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Why I don’t assume

July 3, 2009

When I was a programmer in my first job, I had a team leader who was also an analyst. His job was to “spec out” the client’s requirements through system studies and user Q&A. In other words he’ll take the customer order and I’ll do the cooking. There were 5 or 6 cooks in my team then.

I admired my team leader a lot, I guess because of his immense sense of confidence. He was smart, had an attitude and was the dominant type who never asked for permission or apologized for anything. Everyone seemed awed or fearful of him, even the senior ones. Clearly an alpha male.

So we were doing a project for a large company and after we completed a working skeleton, we called in the client as was the usual procedure. So the big guns came over. I remember an IT Director, a couple of managers, and a few end users.

That was the meeting that shattered my confidence in my team leader.

My team leader led everyone on a walkthrough of the specifications and pilot system. There was complete silence. After the show, the IT Director turned to my leader and asked, “You spent a month on this but its not what we wanted. Did you get a sign off from me before you proceeded with the work?”

“Uh… no,” my team leader said, caught by surprise. “But I got it from one of your managers. I thought he was with you?”

Shaking his head, the IT Director said in a quiet grim tone, “I don’t know what gave you the idea but that manager doesn’t speak for me or the company. Yes he’s in my department but he’s not in the project team. You can’t even get a basic thing right and we’ve just lost one month for nothing. I don’t know if we made a mistake giving this project to this company.”

My alpha male team leader was speechless, as was my CEO who was in the room. Knowing he was cut off at the knees, all my team leader could do was aplogize profusely (which was totally out of character for him) and promise to restart the project and make up for lost time. My CEO was not amused either as a lot of money had gone into the prototype. Lke everyone else, he had assumed my team leader was on top of things.

The mistake was in how everyone assumed. My team leader assumed the manager he spoke to had the authority. My CEO assumed my team leader knew what he was doing. The programmers assumed the specifications were properly signed off (afer all, does anyone ever doubt the big kahuna?) In some ways, the client assumed that pre-coding checks were unnecessary.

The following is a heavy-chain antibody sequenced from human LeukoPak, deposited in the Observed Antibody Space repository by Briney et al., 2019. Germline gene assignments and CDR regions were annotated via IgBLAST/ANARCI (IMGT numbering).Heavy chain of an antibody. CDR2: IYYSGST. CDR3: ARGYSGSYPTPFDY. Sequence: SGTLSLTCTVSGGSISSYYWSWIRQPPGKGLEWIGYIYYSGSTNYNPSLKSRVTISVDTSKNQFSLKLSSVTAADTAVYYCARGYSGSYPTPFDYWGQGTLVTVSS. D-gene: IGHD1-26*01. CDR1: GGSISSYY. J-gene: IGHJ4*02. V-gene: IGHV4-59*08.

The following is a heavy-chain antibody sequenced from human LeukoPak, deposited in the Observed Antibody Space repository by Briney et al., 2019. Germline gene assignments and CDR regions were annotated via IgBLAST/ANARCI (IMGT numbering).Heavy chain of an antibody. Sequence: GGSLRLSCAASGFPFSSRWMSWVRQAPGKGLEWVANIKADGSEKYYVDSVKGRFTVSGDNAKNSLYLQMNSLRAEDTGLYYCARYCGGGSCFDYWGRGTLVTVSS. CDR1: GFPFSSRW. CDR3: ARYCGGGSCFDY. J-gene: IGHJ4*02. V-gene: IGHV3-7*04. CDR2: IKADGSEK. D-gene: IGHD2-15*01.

In the end the whole thing imploded and the client tore us a new one.

That lesson stayed with me to this day. When it comes to serious work, never assume, even if the person you work with gives you the warm fuzzy feeling. Especially if he gives you the warm fuzzy feeling.

4 Comments leave one →
  1. July 3, 2009 10:29 am

    Actually, I have learned (in a hard, painful way) that you should not get too comfortable with your boss (this term is used quite loosely here). Don’t think that you and your boss are buddies. Don’t ever feel that you’re giving each other the warm, fuzzy feeling.

    That’s good advice. A lot of people don’t do that though, especially if they got promoted and suddenly find themselves managing the same colleagues they used to hang out with. Scenarios like that often have a bad ending.

  2. July 3, 2009 10:44 am

    hey hey hey ..what happened Damien ?

    no more risk taker ah ? :p
    i think the more i type , the more likely i am gonna conclude with “some things can be assume , some of it not” but that opinion is toooo boring ..

    i think i live my life by assuming many things . anyway , who was it that blog about it is okay to make mistakes , because you learn from it , just the harder way . 🙂

    So how do you escape from a mistake like getting married to the girl from hell. 😀

    I’m not talking about risks like going out and driving on the street. That stuff you cannot escape from. Its more like “tasting the soup” before I serve it to the customer to avoid a riot.

  3. July 3, 2009 1:44 pm

    Base on the facts written in your post, I don’t agree with the IT Director, if his managers cannot make that decision then he should highlight. If every single details need to involve with the IT Director, then his managers are pretty…useless.

    Maybe this is all a miscommunication or there is a hidden agenda to all this which lower level ppl cannot see. If you know what I mean. Like playing chess. 😛

    The client was a bank and they had a project steering committee that was responsible for sign-offs. The manager wasn’t part of that committee even though he was involved in drafting the system architecture. I guess my team leader and PMO didn’t verify things which was unforgiveable really. Whether there was an agenda, I have no idea but I’d be surprised if there wasn’t one. 😀

  4. July 8, 2009 12:33 pm

    I always ‘assume’ there’s a LOI (letter of intent) where everything is listed in detail and signed by the big guns for a job to be done before things move.

    Yeah I’ve seen an environment like that. All it takes is one incident where someone gets busted (no LOI but making it look as if there was) and all hell breaks loose.

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